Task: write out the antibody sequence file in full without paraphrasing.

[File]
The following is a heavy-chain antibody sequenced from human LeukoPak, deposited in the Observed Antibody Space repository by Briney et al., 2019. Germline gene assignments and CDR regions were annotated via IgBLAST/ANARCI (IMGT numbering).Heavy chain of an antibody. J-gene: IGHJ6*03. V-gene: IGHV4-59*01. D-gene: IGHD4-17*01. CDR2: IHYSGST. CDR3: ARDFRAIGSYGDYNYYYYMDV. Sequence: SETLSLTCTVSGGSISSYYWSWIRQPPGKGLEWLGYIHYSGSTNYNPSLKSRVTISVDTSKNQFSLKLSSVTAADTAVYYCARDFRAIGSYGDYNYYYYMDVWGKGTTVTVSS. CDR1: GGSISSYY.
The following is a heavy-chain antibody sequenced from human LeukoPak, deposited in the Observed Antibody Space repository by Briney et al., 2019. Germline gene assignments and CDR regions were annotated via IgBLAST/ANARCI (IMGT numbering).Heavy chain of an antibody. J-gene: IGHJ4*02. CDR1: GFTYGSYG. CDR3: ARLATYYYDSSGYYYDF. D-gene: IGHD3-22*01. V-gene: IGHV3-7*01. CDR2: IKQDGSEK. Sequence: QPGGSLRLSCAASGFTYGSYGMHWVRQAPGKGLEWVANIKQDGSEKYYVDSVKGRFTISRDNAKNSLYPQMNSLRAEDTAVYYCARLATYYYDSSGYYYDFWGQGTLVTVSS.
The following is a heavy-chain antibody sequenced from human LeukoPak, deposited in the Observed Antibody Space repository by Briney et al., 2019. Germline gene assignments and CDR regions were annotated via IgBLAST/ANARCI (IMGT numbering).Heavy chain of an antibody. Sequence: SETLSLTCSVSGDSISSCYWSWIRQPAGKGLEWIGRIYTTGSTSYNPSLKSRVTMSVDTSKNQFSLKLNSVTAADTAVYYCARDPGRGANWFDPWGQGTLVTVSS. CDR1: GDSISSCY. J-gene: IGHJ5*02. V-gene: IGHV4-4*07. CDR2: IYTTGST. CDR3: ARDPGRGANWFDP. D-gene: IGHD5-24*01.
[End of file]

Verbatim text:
The following is a heavy-chain antibody sequenced from human LeukoPak, deposited in the Observed Antibody Space repository by Briney et al., 2019. Germline gene assignments and CDR regions were annotated via IgBLAST/ANARCI (IMGT numbering).Heavy chain of an antibody. J-gene: IGHJ6*03. V-gene: IGHV4-59*01. D-gene: IGHD4-17*01. CDR2: IHYSGST. CDR3: ARDFRAIGSYGDYNYYYYMDV. Sequence: SETLSLTCTVSGGSISSYYWSWIRQPPGKGLEWLGYIHYSGSTNYNPSLKSRVTISVDTSKNQFSLKLSSVTAADTAVYYCARDFRAIGSYGDYNYYYYMDVWGKGTTVTVSS. CDR1: GGSISSYY.
The following is a heavy-chain antibody sequenced from human LeukoPak, deposited in the Observed Antibody Space repository by Briney et al., 2019. Germline gene assignments and CDR regions were annotated via IgBLAST/ANARCI (IMGT numbering).Heavy chain of an antibody. J-gene: IGHJ4*02. CDR1: GFTYGSYG. CDR3: ARLATYYYDSSGYYYDF. D-gene: IGHD3-22*01. V-gene: IGHV3-7*01. CDR2: IKQDGSEK. Sequence: QPGGSLRLSCAASGFTYGSYGMHWVRQAPGKGLEWVANIKQDGSEKYYVDSVKGRFTISRDNAKNSLYPQMNSLRAEDTAVYYCARLATYYYDSSGYYYDFWGQGTLVTVSS.
The following is a heavy-chain antibody sequenced from human LeukoPak, deposited in the Observed Antibody Space repository by Briney et al., 2019. Germline gene assignments and CDR regions were annotated via IgBLAST/ANARCI (IMGT numbering).Heavy chain of an antibody. Sequence: SETLSLTCSVSGDSISSCYWSWIRQPAGKGLEWIGRIYTTGSTSYNPSLKSRVTMSVDTSKNQFSLKLNSVTAADTAVYYCARDPGRGANWFDPWGQGTLVTVSS. CDR1: GDSISSCY. J-gene: IGHJ5*02. V-gene: IGHV4-4*07. CDR2: IYTTGST. CDR3: ARDPGRGANWFDP. D-gene: IGHD5-24*01.